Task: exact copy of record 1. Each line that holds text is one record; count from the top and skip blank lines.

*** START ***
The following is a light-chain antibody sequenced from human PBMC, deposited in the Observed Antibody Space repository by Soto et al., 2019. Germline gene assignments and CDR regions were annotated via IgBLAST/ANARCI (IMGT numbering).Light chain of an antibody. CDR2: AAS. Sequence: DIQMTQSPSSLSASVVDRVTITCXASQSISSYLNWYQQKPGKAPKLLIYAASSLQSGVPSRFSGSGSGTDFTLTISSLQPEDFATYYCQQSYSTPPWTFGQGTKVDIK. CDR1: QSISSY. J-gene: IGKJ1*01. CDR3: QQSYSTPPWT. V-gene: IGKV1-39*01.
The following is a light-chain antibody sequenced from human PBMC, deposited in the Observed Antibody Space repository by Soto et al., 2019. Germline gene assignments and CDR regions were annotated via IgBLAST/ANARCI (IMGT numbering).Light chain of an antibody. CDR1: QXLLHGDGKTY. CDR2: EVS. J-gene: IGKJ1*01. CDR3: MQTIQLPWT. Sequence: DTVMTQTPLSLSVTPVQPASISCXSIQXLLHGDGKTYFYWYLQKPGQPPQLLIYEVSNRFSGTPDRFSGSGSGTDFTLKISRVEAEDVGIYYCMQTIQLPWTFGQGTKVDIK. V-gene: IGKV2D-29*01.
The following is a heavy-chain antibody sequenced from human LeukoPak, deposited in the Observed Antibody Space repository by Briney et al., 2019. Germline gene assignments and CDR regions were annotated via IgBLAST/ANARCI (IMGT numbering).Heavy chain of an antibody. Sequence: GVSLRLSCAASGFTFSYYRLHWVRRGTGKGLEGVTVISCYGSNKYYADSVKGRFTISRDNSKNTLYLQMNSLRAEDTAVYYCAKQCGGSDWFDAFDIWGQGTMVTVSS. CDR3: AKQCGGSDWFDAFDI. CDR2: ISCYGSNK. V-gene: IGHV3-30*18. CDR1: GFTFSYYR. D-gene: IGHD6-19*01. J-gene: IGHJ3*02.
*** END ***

The following is a light-chain antibody sequenced from human PBMC, deposited in the Observed Antibody Space repository by Soto et al., 2019. Germline gene assignments and CDR regions were annotated via IgBLAST/ANARCI (IMGT numbering).Light chain of an antibody. CDR2: AAS. Sequence: DIQMTQSPSSLSASVVDRVTITCXASQSISSYLNWYQQKPGKAPKLLIYAASSLQSGVPSRFSGSGSGTDFTLTISSLQPEDFATYYCQQSYSTPPWTFGQGTKVDIK. CDR1: QSISSY. J-gene: IGKJ1*01. CDR3: QQSYSTPPWT. V-gene: IGKV1-39*01.